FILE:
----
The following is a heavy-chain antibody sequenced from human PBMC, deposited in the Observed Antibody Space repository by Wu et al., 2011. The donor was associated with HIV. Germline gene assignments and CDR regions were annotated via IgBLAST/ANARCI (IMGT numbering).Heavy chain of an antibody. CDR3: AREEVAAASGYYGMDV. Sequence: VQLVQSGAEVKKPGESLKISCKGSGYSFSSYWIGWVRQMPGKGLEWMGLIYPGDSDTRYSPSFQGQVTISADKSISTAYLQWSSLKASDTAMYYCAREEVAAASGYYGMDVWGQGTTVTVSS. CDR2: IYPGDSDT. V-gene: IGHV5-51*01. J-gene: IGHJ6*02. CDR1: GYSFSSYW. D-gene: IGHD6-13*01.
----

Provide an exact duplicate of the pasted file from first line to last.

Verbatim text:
The following is a heavy-chain antibody sequenced from human PBMC, deposited in the Observed Antibody Space repository by Wu et al., 2011. The donor was associated with HIV. Germline gene assignments and CDR regions were annotated via IgBLAST/ANARCI (IMGT numbering).Heavy chain of an antibody. CDR3: AREEVAAASGYYGMDV. Sequence: VQLVQSGAEVKKPGESLKISCKGSGYSFSSYWIGWVRQMPGKGLEWMGLIYPGDSDTRYSPSFQGQVTISADKSISTAYLQWSSLKASDTAMYYCAREEVAAASGYYGMDVWGQGTTVTVSS. CDR2: IYPGDSDT. V-gene: IGHV5-51*01. J-gene: IGHJ6*02. CDR1: GYSFSSYW. D-gene: IGHD6-13*01.